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Social Security Lifts 22 Million Americans Out of Poverty

Social Security lifted 22 million people out of poverty last year, our new analysis of Census data finds.  Social Security’s anti-poverty effect extends to every state, lifting more than 1 million elderly people out of poverty in California, Florida, and Texas, our 50-state analysis shows.

Without Social Security benefits, 41 percent of elderly Americans would have incomes below the official poverty line, all else being equal.  With Social Security, only 9 percent do.  (See graph.)

Social Security is also important for non-elderly adults and children.  (See table.)  It lifted more than 1 million children from poverty in 2015.  Some of these children receive benefits because a parent died, became disabled, or retired; others live with relatives who receive Social Security.  

Given the program’s powerful anti-poverty impact, cuts in Social Security benefits could significantly raise poverty — particularly among the elderly and the disabled — depending on their design.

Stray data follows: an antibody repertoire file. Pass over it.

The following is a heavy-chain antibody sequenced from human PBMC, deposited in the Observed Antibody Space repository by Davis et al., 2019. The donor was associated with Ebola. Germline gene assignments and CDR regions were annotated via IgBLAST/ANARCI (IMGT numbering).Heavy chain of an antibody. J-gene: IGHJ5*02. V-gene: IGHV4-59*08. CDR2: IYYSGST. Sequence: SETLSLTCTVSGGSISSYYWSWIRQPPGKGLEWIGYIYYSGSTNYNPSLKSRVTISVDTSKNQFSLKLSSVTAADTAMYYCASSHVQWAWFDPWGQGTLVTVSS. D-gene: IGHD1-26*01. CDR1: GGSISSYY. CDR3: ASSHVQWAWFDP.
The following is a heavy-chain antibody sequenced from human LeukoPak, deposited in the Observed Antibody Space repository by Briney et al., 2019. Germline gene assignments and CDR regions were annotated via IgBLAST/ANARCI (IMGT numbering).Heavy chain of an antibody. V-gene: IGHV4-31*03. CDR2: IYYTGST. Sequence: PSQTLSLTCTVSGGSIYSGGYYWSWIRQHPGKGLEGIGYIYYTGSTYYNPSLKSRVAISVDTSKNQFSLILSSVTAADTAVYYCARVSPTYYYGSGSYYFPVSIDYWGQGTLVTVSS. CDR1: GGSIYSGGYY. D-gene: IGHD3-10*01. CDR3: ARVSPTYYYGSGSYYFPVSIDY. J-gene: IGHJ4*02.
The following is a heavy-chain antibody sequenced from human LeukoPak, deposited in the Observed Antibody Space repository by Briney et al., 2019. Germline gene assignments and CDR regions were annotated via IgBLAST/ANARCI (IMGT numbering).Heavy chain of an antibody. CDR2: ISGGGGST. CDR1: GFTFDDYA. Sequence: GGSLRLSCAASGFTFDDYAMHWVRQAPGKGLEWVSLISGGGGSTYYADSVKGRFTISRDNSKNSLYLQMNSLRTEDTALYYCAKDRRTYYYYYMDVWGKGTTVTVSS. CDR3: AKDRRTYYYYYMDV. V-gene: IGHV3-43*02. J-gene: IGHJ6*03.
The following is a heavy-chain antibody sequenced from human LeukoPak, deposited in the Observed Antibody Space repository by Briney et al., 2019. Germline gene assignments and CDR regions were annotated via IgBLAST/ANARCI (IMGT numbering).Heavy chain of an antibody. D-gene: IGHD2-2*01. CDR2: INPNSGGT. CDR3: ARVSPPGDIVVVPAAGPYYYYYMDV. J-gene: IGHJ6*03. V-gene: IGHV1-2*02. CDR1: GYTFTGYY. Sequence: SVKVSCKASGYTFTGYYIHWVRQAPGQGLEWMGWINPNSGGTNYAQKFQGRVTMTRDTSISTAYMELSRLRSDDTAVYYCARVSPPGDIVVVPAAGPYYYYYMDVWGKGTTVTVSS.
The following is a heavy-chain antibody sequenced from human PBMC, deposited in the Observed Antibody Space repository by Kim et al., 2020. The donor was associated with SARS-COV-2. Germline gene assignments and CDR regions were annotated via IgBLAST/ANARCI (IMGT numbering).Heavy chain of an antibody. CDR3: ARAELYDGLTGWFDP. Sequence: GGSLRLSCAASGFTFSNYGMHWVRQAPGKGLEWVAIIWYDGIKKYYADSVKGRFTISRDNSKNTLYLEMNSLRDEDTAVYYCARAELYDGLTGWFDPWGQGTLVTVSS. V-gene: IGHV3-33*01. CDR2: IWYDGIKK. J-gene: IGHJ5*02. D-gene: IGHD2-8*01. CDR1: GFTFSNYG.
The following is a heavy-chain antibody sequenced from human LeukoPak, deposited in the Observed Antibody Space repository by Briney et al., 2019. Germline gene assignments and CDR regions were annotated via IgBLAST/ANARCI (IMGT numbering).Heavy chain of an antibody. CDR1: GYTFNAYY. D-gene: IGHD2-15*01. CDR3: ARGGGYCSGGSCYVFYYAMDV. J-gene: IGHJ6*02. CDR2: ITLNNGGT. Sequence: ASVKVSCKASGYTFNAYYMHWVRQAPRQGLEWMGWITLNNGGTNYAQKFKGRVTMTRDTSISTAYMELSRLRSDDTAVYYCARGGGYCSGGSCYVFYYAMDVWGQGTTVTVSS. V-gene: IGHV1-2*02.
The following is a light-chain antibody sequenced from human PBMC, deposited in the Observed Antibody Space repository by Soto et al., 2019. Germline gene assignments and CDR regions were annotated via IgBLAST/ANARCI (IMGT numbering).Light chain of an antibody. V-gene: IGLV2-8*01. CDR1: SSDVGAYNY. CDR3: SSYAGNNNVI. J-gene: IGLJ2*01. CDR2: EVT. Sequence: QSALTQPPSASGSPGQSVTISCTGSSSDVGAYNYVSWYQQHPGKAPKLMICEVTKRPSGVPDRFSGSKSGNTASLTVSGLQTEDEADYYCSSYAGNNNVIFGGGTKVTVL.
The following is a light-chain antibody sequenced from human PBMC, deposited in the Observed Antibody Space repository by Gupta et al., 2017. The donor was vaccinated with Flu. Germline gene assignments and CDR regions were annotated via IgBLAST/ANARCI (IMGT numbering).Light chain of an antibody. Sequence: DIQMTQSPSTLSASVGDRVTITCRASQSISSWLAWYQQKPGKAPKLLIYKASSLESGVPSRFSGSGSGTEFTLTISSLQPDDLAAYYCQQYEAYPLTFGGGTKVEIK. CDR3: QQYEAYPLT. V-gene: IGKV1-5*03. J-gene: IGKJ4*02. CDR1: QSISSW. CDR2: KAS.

Social Security benefits are already modest, both in dollar terms (the average retired worker receives $1,328 a month) and by international standards.  Also, elderly Americans depend heavily on their Social Security benefits — particularly women and minorities.  A third of beneficiaries receive at least 90 percent of their income from Social Security; 61 percent of beneficiaries receive more than 50 percent of their income from the program.

While policymakers should work to close Social Security’s long-term funding gap, they should remember that this program is a vital part of the safety net for Americans of all ages. 

Effect of Social Security on Poverty, 2015
Age Group Percent in Poverty Number Lifted Out of Poverty By Social Security
  Excluding Social Security Including Social Security  
Children Under 18 21.2% 19.7% 1,078,000
Adults Ages 18-64 15.4% 12.4% 5,944,000
Elderly Age 65 And Over 40.5% 8.8% 15,067,000
Total, All Ages 20.5% 13.5% 22,090,000

Source: CBPP, based on data from the Census Bureau Current Population Survey, March 2016